In his letter of 14 January 2013 to the Secretary of State, Commissioner Tonio Borg said that in order to provide answers to the still open scientific questions on TB vaccination, substantial experimental research and large-scale, long-lasting field trials were needed. That experimental research is under way and we will commission the detailed design of the necessary field trials in the coming months.
In 2017, I hope that the Secretary of State and I will be campaigning to leave the European Union. When we succeed, the excuse that it is the EU that is preventing us from vaccinating our cattle will no longer be valid. Will he ensure that his Department is ready to vaccinate cattle when we leave?
I hope that we will be able to reform the European Union and make it fit for purpose in the 21st century and campaign to stay in. On the point my hon. Friend makes, the European Commission set out the steps that would be needed to be taken in order for it to make proposals for new EU rules allowing trade in vaccinated cattle. Its tentative time line suggests that that would not be before 2023. We may be in a position to commence field trials next year. The trials will take between two to five years, and there will be a further two to three years to agree for trade in cattle to take place in the European Union. In reality, it will most likely be 2023, which underlines the importance in the meantime of our using every tool open to us to bear down on this terrible disease.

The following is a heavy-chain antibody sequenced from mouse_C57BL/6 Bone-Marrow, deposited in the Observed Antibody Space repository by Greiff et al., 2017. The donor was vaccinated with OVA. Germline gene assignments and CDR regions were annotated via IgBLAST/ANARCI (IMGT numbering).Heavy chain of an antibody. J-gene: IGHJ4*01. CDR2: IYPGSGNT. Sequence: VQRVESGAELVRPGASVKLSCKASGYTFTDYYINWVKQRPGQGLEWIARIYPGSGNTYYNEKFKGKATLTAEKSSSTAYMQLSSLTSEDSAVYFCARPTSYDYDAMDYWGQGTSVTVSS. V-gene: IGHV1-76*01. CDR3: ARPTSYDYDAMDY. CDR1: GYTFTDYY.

With so many developments on this issue, an increasing number of us are of the view that the problem is not so much to do with the badgers as with the Government who are moving the goalposts. In a not very heavy parliamentary schedule, will the Government commit to time for debates on the vaccination and the badger cull on the Floor of the House?
I regularly debate the issue—a debate was held in Westminster Hall before the Christmas recess—and we are now waiting for the independent expert panel to produce its report. When that report is concluded, we will make further proposals and announcements about the next step.
Even if the independent expert panel concludes that the Government’s cull policy is effective, which is highly unlikely, does the Minister not accept that the Government must consider a plan B that includes the vaccination of badgers, which they must get behind, as well as moving forward as quickly as they can with cattle vaccination?
We published a draft TB eradication strategy at the end of last summer and we will shortly publish a final version of that strategy. It accepts that there is a range of measures we should pursue, including developing vaccines, and we are doing some work to develop an oral vaccine for badgers as well as on cattle vaccines. We are considering other measures such as contraception for badgers and increased cattle movement controls, so we are covering a range of issues as we try to solve this difficult problem.